Texas' Republican authorities enacted a statute in 2011 that required voters to show one of seven types of official ID
Washington (AFP) - The US Supreme Court on Monday upheld the principle of setting legislative districts based on total population, unanimously rejecting a conservative challenge that would have disadvantaged urban areas with large Hispanic populations.
The court ruled that the "one person, one vote" rule allows counting non-voters, including minors, prisoners, ex-convicts and immigrants -- a decision that traditionally helps Democrats.
"We hold, based on constitutional history, this court's decisions, and longstanding practice, that a state may draw its legislative districts based on total population," Justice Ruth Bader Ginsberg wrote in delivering the court's opinion.
The plaintiffs -- Sue Evenwel and Edward Pfenninger -- argued that Texas should count only eligible voters in drawing up legislative districts of roughly equal size.
That would have favored rural areas with a high proportion of eligible voters in the allocation of legislative districts, over urban areas with larger absolute populations but a smaller proportion of eligible voters.
Since urban areas tend to vote Democratic and rural areas lean Republican, how the population is counted has a direct political impact.
If a state bases its electoral districting on the total population -- and all 50 states do -- people who are ineligible to vote are counted in the process.
These ineligible populations, such as non-citizen Hispanic immigrants, are usually present in larger numbers in urban areas.
As a result, each eligible voter in those areas proportionally has greater clout.
"Even so, it remains beyond doubt that the principle of representational equality figured prominently in the decision to count people, whether or not they qualify as voters," the court said.
"Adopting voter-eligible apportionment as constitutional command would upset a well-functioning approach to districting that all 50 states and countless local jurisdictions have followed for decades, even centuries. Appellants have shown no reason for the court to disturb this longstanding use of total population," the court added.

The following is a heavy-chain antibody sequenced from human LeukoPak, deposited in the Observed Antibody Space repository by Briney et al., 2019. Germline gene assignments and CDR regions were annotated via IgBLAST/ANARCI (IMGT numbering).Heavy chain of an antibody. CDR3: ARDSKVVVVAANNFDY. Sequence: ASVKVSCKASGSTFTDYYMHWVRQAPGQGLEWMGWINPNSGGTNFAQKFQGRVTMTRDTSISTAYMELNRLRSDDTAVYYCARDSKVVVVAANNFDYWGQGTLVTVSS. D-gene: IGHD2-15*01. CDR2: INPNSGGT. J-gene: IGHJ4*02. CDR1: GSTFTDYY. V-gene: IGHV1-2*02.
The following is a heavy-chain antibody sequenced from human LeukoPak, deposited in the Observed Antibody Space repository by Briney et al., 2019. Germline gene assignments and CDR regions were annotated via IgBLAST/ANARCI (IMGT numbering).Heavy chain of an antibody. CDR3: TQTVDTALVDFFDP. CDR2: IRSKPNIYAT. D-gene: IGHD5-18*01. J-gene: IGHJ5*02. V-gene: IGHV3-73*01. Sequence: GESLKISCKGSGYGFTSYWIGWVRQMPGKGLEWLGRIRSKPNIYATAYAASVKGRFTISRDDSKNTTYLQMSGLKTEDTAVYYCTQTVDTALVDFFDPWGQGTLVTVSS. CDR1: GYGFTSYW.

- Unanimous decision -
The justices heard oral arguments in the case in December before the sudden death of Justice Antonin Scalia on February 13, which has left the court evenly divided between liberals and conservatives.
But even before Scalia's death, the justices had expressed skepticism about the challenge to the Texas law, which was borne out by the unanimous decision.
Had the court ruled in favor of the plaintiffs, legislative districts would have had to have been redrawn in states from New York to California.
Civil rights leaders and minority groups backed the status quo, arguing a change would negatively impact Hispanics.
"Our representatives represent people," said Nina Perales of the Mexican American Legal Defense and Educational Fund.
"Representatives don't represent land. They don't represent acres. They don't represent counties."
The NAACP civil rights group said that 75 million children, 13 million of whom are black, "would have been counted out of the redistricting process" since children cannot vote.
The case, it said, harked back "to nefarious periods in our democracy similar to when black people were counted as 3/5ths of a person for redistricting purposes."
Meanwhile Democratic presidential hopefuls Hillary Clinton and Bernie Sanders chimed in from the campaign trail in support of the decision.
"In our democracy, every one of our voices should count. Glad the Supreme Court affirmed this fundamental right," Clinton tweeted.
- 'Significant leeway' -
Justices Clarence Thomas and Samuel Alito were part of the majority, but wrote separate concurring opinions.
Alito, while agreeing with the majority, rejected the government's argument that there is a constitutional basis for requiring that legislative districts be equal in total population.
In a similar vein, Thomas noted that the court's decision did not provide clear guidance on what exactly "the one person, one vote" principle protects.
"The Constitution does not prescribe any one basis for apportionment within states. It instead leaves states significant leeway in apportioning their own districts to equalize total population, to equalize eligible voters, or to promote any other principle consistent with a republican form of government.
"The majority should recognize the futility of choosing only one of these options. The Constitution leaves the choice to the people alone -— not to this court," he wrote.